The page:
VideoBot saves you time and energy when uploading classroom teaching videos

Edthena VideoBot ensures your classroom videos are ready for observation

Bots are now common on the Internet.

Some bots listen and respond to voice commands. Some bots create and reshare content on social media. Some bots read and catalog the whole Internet for search engines.

One things is common among them all — bots are computer programs that operate on their own to automate tasks that save users time.

At Edthena, we have bots, too. They manage getting the classroom videos ready to share for reflection and analysis.

Why does an education company need bots?

In the early days of Edthena, all videos were compressed using an installed application on teachers’ computers. This meant the teacher was in charge of checking the files, making sure the video was rotated correctly, and monitoring the upload.

Over time we added new ways to upload, including one-click recording inside Chrome browser, a dedicated iOS app, and an any-browser video file uploader.  So it’s now possible for a teacher to upload a video from a variety of sources directly to our server, but there are still a few steps that still need to happen in order to get the video ready for Internet streaming.

We could hire someone to examine each video, apply compression settings, and move the videos into users’ libraries. However, the amount of videos we receive each day far exceeds what even a small army of people could reasonably manage.

Instead, Edthena’s engineers created VideoBot to handle the high volume of video content uploaded every day. VideoBot can respond intelligently and independently to each new video uploaded by our users.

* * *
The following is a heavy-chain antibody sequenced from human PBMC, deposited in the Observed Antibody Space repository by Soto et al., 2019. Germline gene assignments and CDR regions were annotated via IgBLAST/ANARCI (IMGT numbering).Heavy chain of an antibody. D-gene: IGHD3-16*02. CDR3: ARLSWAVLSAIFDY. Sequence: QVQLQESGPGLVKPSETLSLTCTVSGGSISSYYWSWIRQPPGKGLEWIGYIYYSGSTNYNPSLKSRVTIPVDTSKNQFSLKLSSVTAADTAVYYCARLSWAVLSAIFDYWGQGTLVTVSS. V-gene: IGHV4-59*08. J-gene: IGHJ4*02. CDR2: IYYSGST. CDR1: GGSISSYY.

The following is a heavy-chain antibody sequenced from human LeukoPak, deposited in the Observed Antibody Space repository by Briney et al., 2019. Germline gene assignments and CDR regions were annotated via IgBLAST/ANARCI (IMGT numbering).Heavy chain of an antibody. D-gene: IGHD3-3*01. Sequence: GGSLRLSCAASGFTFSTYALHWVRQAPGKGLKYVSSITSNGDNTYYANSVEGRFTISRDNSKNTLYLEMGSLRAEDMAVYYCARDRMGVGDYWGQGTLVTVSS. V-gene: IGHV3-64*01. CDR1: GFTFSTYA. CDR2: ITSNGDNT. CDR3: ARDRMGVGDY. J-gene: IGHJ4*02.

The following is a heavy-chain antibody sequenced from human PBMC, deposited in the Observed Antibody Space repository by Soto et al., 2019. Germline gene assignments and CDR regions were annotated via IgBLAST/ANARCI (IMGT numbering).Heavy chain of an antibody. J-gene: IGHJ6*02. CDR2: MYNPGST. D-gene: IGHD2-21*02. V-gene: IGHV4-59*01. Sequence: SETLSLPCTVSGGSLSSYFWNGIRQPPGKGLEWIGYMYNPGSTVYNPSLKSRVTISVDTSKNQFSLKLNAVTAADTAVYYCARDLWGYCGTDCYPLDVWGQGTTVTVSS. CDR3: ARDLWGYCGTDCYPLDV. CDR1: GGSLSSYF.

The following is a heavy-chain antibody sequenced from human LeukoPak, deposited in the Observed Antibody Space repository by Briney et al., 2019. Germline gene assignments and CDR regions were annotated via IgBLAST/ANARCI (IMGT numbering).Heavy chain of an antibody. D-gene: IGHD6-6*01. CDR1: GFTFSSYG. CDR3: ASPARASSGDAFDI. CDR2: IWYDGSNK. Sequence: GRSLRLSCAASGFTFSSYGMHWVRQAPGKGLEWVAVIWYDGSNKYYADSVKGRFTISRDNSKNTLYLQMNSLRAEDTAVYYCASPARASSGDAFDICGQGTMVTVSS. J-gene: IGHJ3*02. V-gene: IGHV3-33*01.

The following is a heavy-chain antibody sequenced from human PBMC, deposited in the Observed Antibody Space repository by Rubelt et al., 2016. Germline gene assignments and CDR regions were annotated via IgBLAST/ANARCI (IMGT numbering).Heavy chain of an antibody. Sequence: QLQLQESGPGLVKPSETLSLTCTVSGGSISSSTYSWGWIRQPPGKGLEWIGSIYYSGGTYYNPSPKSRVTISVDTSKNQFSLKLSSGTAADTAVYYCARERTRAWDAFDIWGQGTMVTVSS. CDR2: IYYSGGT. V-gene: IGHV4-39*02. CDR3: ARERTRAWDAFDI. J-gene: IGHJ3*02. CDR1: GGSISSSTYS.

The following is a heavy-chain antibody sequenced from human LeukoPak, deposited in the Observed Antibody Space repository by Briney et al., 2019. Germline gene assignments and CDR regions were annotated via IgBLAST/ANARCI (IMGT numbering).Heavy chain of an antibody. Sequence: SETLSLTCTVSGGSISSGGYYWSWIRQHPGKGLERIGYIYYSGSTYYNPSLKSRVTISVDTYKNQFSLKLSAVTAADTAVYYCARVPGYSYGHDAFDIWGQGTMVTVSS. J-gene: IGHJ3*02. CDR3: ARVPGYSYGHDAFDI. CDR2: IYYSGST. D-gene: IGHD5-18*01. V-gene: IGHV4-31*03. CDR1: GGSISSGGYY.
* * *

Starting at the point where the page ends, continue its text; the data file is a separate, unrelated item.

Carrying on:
So what is the job of VideoBot?

VideoBot ensures that all videos are ready for streaming by users of the Edthena platform. But, as they say, the devil is in the details.

It’s not as simple as compressing a video, though. Since we have an “any video, any device, any operating system” approach, we see a lot of different types of file uploads. And those uploads could require any number of adjustments to get them ready.

When a new video file needs attention, VideoBot immediately springs into action, running each video through a series of tests to determine which adjustments to make to the file and the way that we process it.

  • Which way is up? VideoBot can detect the rotation of the recording device and automatically rotate the video.
  • Did you upload a gif instead of a video? VideoBot can email you to ask you to double check the original file.
  • Did you record in 4K Ultra HD resolution with a monster file size? VideoBot can pick the right compression settings for you.
  • Did you upload a 75-minute video of your whole teaching block but only want to share a 10-minute clip?  VideoBot can trim it down at your request.
  • Is there a long video ahead of you in the queue? VideoBot can intelligently re-allocate server resources to ensure that everyone’s video is getting attention.


And if VideoBot runs into a scenario it doesn’t know how to handle? VideoBot alerts the Edthena engineering team for additional help. (A good moment to say that it doesn’t happen very often.)

Bottom line: VideoBot is technology built by Edthena for Edthena users that’s highly customized for handling videos of classrooms (compared to videos of football games). And because VideoBot is built by Edthena, this is the only place you can find a bot like this.

VideoBot is saving you time and energy

Analogous to the unseen background work that teachers put in before a lesson, the processing performed by VideoBot is out of sight but still incredibly important to the quality of the video.

An Edthena user would notice if their video was distorted, blurry, or not angled properly. Thankfully because of VideoBot, the user does not have to worry about these issues.

The next time your upload completes, and you see the “your video will be ready soon” notification, think about all of the magic going on behind the scenes. VideoBot is hard at work getting your latest recording ready to share.

PS – In writing this, we considered whether VideoBot needed a name. Top contenders were Victor and Vanessa.